‘I’m sure. At least let me catch up on what you know. I promise I won’t go spreading it to the papers.’ She gave a wry smile.

It was de Sablé who broke the détente with a hint of impatience. ‘I hear we are granted the Chalice, at last. We must shatter the Council’s power.’

‘That’s right,’ said Matt, trying to not stare at Rose. ‘We need to find a way of severing the Chalice from Lethe -’

‘You have the way,’ said de Sablé. ‘The reports said so. All research is focused that way. The Chalice must be destroyed.’

Matt paused, and filled the silence by picking up one of the folders of the latest reports and handing it to Rose. If she was going to be here, she might as well be brought up to speed. ‘I thought you’d hate that -’

‘Because I have spent so much time protecting the Chalice? I protected it because I knew it was capable of great evil. I spent a century watching it warp Ager Sanguinis. It fed on a site of great tragedy, on a place where so many of my brothers-in-arms perished. Yes, great good has come from that Chalice, but I have concluded that it cannot be the Lord’s gift to us.’

To Matt’s surprise, Rose just looked intrigued when she glanced up from the folder. ‘Why not?’

‘Because of that great evil,’ said de Sablé simply. ‘Only one being is capable of both such extremes: man. The Chalice is powerful, truly, but it is the work of men, and nothing more.’

Matt said, ‘What if I told you a man has to die to destroy it -’

‘Then I would call that man a hero, and be sure he will receive his just reward.’ De Sablé stood again, and Matt had to look up to meet the tall, broad-shouldered knight. ‘We do what we must to fight evil.’

‘No, we remain good people to fight evil. If I have to kill a man to save the day, then what am I?’

‘And if a man clings to his own survival over the lives of hundreds? What is he?’

Matt let out a deep breath. ‘This is all hypothetical -’

‘He’s right,’ said Rose, and Matt stared at her. She shrugged, and leafed through the folder some more. ‘This is looking like the most logical way forward. You can’t afford to ignore this line of research.’

‘You know what we have to do. We’ve talked of the Chalice many a time.’ De Sablé walked to the corkboard on the wall, and shook his head. ‘You know the Caribbean is not the answer.’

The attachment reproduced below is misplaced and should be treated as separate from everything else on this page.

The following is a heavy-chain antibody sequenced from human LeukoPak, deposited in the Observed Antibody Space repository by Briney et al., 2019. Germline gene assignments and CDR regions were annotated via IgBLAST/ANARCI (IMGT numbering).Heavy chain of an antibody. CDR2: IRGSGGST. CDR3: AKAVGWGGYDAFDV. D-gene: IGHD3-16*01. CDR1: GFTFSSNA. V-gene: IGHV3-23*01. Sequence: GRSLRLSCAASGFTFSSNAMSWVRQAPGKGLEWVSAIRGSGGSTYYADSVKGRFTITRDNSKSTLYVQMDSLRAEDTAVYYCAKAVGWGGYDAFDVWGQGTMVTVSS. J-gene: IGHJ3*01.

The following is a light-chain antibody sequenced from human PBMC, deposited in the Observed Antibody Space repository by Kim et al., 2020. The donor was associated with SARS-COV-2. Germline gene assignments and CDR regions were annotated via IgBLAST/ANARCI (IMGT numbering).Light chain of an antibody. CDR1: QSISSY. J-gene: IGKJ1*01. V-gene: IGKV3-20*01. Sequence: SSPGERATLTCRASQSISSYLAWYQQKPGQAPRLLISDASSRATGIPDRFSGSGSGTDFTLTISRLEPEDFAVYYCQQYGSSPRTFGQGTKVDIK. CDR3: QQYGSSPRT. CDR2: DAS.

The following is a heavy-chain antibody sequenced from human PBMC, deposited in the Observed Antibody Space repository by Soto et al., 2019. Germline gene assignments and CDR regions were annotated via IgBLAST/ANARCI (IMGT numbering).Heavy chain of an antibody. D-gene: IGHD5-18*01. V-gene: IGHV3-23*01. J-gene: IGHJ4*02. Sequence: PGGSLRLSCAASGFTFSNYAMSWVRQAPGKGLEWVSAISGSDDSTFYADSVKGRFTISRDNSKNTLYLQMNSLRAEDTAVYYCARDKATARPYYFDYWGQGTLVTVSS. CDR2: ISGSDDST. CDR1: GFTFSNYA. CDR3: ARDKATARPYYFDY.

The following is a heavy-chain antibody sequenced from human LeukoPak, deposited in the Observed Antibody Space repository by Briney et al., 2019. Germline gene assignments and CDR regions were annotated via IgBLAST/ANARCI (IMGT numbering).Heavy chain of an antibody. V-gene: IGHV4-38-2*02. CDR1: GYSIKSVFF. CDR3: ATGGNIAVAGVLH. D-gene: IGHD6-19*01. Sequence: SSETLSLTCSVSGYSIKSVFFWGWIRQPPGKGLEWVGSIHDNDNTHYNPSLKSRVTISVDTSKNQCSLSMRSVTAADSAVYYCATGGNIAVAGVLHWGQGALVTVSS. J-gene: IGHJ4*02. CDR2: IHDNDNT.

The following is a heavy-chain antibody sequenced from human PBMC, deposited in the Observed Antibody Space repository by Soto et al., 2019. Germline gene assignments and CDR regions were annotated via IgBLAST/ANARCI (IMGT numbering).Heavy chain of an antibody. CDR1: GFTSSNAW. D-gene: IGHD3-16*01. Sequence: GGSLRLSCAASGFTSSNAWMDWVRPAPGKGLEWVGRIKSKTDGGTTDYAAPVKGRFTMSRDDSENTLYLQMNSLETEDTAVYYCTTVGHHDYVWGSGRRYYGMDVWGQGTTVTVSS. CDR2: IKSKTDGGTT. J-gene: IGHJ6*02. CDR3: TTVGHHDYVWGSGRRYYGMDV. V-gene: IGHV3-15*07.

‘Really?’ Matt’s jaw was tight. ‘Tell me more of what I already know.’

He faltered when de Sablé looked at him, eyes blazing. ‘Either you have the conviction I know burns in your heart, Matthias, or you do not. You are one of us, a keeper of knowledge, but knowledge must be used. Speak of our next step.’

Matt hesitated. ‘Emrys,’ he said at last. ‘We have to look into the Chalice’s creation. If we know how it was made -’

‘Then we may discover how it is unmade.’

Rose flipped the report shut. ‘There would have to have been a power source, a creation ritual, to weave all of that magic together. If we find that, or at least more on the construction of the Chalice itself, then we can use it to unravel that same magic.’

Matt pursed his lips. ‘Okay. I’m just going to have to blunt. Rose, why are you here?’

De Sablé frowned. ‘I would presume she is lending her expertise to -’

‘I can help you with this stuff,’ said Rose, waggling the folder. ‘But no, I’m not planning to commit to destroying the Chalice. You should, though. You’re the ones who can do this, and you can save lives. But the more we all learn, the more we all study… the easier it’ll be for me to find the other way.’

‘Oh,’ said de Sablé, and then looked a little ashamed as apparently the knut dropped. ‘Scorpius Malfoy will die if we destroy the Chalice.’

Rose’s lips thinned. ‘He has made it clear that he doesn’t want this team to look for another way, because more people may die in the meantime. And I understand his choice. I ask that we all respect his choice. But I refuse to treat him like it’s a done deal, like he’s already dead, and that’s my choice.’ She straightened, tilting her chin up half an inch. ‘And I don’t care if you disapprove -’